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Don't get sucked in by Richmond's form, they're still the team to beat

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Dunkley: Fans often provoke AFL players on nights out (2:52)

Western Bulldogs star Josh Dunkley says players need to be able to enjoy a night out without being harassed, revealing some of the treatment he's witnessed. (2:52)

HERE WE GO again. "Is Richmond's era coming to an end?" "Are the Tigers still hungry enough?" "Will injuries derail the Tiger train?" "Is the club's famed culture fraying at the edges?"

You've heard it all before. In fact, we've heard it almost annually since 2017 at around the same stage of each season. And the wash-up? Three premierships and a losing preliminary final. That's a fairly convincing rejoinder.

So here, in order, are my answers to the above questions. No. Yes. No. And an emphatic no.

I still think Richmond will win this year's premiership, becoming the third side of the 21st century to win three flags in a row, and the first to win four in five seasons since Melbourne of 1956-60.

I still think the Tigers will finish top four. But I'm not overly worried if they don't. Because they proved last year they're capable of playing four finals to win the flag.

It's a confidence I don't have about any other team in contention. Maybe it's over-confidence. But of all the great teams we've seen in the modern era, Brisbane, Geelong, Hawthorn, I have even more faith in this Richmond outfit's capacity to keep drinking from premiership well for a while yet. For a number of reasons.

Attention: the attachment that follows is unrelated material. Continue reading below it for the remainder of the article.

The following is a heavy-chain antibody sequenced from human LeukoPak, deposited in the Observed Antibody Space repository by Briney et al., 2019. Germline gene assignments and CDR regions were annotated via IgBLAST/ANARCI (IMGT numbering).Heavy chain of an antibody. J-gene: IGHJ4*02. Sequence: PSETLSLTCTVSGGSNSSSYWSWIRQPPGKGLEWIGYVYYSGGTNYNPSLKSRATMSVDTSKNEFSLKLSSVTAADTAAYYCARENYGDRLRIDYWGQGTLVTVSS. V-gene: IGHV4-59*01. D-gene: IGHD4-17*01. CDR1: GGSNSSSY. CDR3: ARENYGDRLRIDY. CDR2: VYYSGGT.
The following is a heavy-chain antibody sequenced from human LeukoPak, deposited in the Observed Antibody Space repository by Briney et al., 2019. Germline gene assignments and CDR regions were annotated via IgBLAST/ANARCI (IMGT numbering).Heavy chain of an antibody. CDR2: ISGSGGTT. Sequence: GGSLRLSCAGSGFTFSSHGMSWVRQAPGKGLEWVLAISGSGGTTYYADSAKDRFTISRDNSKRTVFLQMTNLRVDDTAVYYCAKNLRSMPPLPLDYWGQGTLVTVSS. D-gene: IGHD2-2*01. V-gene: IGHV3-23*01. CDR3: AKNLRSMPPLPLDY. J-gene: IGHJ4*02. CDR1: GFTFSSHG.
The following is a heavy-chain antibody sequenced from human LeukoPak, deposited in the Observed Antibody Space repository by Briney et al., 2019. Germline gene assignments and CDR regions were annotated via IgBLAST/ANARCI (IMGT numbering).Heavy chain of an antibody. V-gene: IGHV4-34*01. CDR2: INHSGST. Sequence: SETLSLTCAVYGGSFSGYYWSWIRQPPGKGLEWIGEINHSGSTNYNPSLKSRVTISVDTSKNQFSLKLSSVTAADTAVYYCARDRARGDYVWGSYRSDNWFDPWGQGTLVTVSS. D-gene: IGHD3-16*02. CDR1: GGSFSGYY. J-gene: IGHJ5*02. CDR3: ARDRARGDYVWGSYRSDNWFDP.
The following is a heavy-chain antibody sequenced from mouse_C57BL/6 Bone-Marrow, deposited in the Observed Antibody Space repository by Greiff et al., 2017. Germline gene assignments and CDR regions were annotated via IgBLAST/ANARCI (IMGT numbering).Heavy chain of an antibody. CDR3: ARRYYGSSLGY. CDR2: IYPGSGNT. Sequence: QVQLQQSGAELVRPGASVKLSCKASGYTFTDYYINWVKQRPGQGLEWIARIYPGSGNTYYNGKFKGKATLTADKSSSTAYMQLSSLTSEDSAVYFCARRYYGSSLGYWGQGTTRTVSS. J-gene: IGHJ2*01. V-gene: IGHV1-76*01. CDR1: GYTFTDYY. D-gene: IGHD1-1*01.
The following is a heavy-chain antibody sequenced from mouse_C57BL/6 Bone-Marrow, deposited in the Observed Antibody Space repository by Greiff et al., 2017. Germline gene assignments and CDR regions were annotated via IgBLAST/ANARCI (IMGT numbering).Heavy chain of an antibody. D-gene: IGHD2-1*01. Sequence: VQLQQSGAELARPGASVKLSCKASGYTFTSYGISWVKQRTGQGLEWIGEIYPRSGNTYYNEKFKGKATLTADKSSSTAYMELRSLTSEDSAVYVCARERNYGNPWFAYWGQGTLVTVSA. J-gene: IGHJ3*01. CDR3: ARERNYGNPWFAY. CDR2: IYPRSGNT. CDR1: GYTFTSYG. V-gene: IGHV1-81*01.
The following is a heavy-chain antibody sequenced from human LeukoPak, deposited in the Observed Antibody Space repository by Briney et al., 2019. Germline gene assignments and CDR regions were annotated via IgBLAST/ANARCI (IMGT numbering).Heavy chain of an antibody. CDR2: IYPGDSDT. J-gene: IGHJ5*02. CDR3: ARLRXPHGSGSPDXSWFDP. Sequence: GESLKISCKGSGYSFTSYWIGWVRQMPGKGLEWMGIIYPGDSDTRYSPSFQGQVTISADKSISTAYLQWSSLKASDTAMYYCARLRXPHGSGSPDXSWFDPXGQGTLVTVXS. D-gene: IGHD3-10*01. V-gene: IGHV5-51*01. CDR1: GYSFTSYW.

This is hardly the first time the Tigers have hit a snag along the journey. Sure, they're 4-4 and just clinging on to eighth spot. Last year after eight rounds (in a shortened season) they also had just four wins (and a draw). Indeed, in 2019, they were only 7-6 and coming off three straight losses as late as Round 13. How did that turn out?

Next is the injury factor. Yes, they've hit Richmond particularly hard. Trent Cotchin, Dion Prestia, Kane Lambert, Shane Edwards and Shai Bolton is some roll call, a huge swathe lopped from the midfield rotations.

But injuries, too, has been a recurring theme over the last few seasons. Each time, the Tigers have found a way through it with replacements who have been able to do a job and hold the fort. In fact, there's an argument those performances against adversity have helped forge the spirit which has enabled a fuller-strength line-up to go on with it later.

And Dylan Grimes's return from concussion this week is huge to a defensive structure which looked unusually disorganised in the second half against Geelong.

The cultural question will undoubtedly get another run this week in light of the incident involving Bolton and Daniel Rioli, regardless of the circumstances surrounding it or the culpability of either player.